Interview

Chilwell reveals how schoolboy struggles and the prospect of being released have shaped his resilience

No player reaches the top of the game without experiencing difficulties and Ben Chilwell’s story is no different...

The defender may be a regular for Chelsea and England now at the age of 24 but it was the fear of being released by Leicester City as a schoolboy that shaped his resilience and drove him to work harder in order to achieve his goals.

Chilwell’s journey to the Premier League has not been as straightforward or routine as some might think. Although he did spend time on loan in the Championship as a teenager, just like Mason Mount, Tammy Abraham and Reece James, the boy from Milton Keynes had started his professional career seven years earlier with Rushden & Diamonds after turning down the opportunity to progress further in another sport.

‘I was a big fan of all sports at school so I played cricket and rugby as well as football,’ he revealed recently. ‘I was probably better at cricket than I was at football and it just came down to what I preferred. 

‘I was playing men’s cricket at 14 years old, going home afterwards to do my school work while the rest of the team went down to the pub. I didn’t really feel like I was at home with cricket, which is why I decided to pursue football because I enjoyed it more.’

Chilwell spent a couple of years at Rushden & Diamonds before getting his big move to Leicester City just before entering his teenage years. Initially a striker and then a central midfielder, it was a run-out at left-back as a visiting player at Cobham that changed his burgeoning career.

‘I went on trial to Leicester as a midfielder but then my first match was against Chelsea at Cobham and our left-back was injured,’ he explains. ‘As the only left-footed player in the team, I got moved to play back there and for the rest of my six-week trial I just stayed there.

‘For the next few years, up until the age of about 16, I was always asking the coaches to give me another chance in midfield because it was the position I’d always played and I really enjoyed it. If we were 3-0 or 4-0 up, I might get 10 minutes there at the end but once I got my scholarship I really started to enjoy playing at left-back and found that position as my own.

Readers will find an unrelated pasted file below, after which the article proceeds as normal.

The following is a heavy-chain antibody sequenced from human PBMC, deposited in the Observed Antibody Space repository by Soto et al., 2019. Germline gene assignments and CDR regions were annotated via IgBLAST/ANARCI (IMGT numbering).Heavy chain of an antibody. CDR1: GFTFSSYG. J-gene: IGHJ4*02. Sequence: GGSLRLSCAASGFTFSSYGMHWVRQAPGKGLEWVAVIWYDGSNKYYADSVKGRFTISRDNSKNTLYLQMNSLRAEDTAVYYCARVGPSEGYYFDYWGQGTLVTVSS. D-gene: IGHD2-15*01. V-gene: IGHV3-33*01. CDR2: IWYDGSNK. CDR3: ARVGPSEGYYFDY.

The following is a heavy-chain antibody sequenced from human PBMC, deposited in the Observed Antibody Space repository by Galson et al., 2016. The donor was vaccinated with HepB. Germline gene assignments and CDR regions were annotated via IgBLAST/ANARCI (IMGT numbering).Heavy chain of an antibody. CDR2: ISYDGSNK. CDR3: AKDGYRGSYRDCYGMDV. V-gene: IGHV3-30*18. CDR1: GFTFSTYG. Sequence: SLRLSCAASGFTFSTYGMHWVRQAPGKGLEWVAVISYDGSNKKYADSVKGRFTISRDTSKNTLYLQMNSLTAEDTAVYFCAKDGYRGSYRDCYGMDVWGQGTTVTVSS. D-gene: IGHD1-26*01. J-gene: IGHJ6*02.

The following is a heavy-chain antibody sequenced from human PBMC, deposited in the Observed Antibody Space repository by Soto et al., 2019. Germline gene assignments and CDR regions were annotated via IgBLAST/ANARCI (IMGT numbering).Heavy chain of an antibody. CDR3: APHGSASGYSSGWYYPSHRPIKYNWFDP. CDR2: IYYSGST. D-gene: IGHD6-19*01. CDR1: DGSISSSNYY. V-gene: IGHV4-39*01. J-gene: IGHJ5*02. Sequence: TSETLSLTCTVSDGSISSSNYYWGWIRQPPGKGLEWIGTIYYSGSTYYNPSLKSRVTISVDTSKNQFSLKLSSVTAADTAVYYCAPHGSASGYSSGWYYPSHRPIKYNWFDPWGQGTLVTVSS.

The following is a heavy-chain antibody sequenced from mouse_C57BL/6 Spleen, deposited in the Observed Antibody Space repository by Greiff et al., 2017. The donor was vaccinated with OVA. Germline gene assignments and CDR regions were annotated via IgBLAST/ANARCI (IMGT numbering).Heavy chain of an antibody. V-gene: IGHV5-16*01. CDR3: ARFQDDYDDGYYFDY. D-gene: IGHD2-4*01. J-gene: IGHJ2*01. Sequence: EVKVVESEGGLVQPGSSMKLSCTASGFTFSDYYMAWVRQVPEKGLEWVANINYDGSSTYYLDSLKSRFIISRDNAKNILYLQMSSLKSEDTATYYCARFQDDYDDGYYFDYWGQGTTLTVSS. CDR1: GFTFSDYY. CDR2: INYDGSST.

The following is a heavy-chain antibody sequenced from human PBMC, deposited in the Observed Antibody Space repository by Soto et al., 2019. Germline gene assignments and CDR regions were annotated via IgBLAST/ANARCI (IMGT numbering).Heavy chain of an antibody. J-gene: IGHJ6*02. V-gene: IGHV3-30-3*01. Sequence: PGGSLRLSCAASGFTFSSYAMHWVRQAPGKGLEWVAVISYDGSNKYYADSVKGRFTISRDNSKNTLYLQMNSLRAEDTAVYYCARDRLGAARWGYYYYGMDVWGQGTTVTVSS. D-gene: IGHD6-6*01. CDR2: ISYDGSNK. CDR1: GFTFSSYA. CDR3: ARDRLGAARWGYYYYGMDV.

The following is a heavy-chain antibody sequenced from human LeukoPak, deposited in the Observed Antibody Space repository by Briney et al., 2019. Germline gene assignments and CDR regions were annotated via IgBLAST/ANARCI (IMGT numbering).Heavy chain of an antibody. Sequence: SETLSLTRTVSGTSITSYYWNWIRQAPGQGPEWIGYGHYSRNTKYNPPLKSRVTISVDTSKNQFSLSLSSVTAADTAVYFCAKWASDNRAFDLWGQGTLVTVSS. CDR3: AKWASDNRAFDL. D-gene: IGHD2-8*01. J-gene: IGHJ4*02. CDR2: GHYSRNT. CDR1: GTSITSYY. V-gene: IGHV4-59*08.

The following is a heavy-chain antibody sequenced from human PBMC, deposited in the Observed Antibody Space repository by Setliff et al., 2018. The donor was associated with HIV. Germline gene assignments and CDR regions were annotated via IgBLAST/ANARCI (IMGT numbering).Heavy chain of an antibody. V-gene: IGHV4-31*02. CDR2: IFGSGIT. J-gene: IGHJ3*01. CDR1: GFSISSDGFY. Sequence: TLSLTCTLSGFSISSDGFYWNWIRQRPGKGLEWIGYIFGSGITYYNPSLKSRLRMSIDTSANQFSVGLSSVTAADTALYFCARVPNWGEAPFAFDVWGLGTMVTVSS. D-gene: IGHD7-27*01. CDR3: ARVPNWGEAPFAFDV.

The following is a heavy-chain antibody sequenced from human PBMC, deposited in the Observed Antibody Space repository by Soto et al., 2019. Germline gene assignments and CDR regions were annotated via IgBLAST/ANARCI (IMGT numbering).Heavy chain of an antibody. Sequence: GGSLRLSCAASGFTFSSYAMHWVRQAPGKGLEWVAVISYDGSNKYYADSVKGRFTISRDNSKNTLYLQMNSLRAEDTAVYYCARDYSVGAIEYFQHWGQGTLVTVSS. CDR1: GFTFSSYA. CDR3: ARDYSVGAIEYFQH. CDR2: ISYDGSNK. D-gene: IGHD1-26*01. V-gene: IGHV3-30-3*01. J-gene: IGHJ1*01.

‘It isn’t all about defending and being a midfielder previously I had enjoyed going forward trying to score goals. I realised that being a full-back in the modern game is a lot about attacking as well and that’s when I really started to enjoy it.’

Despite being in the Academy system at Leicester since the age of 12, Chilwell was not guaranteed a scholarship and found life difficult in his Under-15 season in particular. He recalls difficult car journeys home with his father and tough love that helped him realise how much extra effort was required to realise his dreams.

‘I barely played that season,’ he remembers. ‘The coach would read out the squad on a Thursday after training ahead of the game on a Saturday and my name was never being read out.

‘My dad was sacrificing a lot to take me to training three or four times a week, he’d given up his job to drive me all around the country, and those car journeys home were pretty difficult because every week there was hope and then it didn’t happen.

‘I feel like that season really made me into what I am now because it made me realise that talent only gets you so far. I had never really worked on my game away from the training ground and that’s when I saw people jumping above me. 

'I thought I was potentially going to get released and that year of difficult times, barely playing a minute of football, has 100 per cent shaped me. 

‘After that, I went down to the park every day for two hours to improve myself and the next season I was captain of the Under-16s. It taught me that you need to work hard in everything you do and that happening at such a young age in my career helps when you go through stages like we are now at the club. 

'When I’ve gone through something like previously, I know the answer is to get your head down, work hard and crack on.’

MORE FROM CHELSEA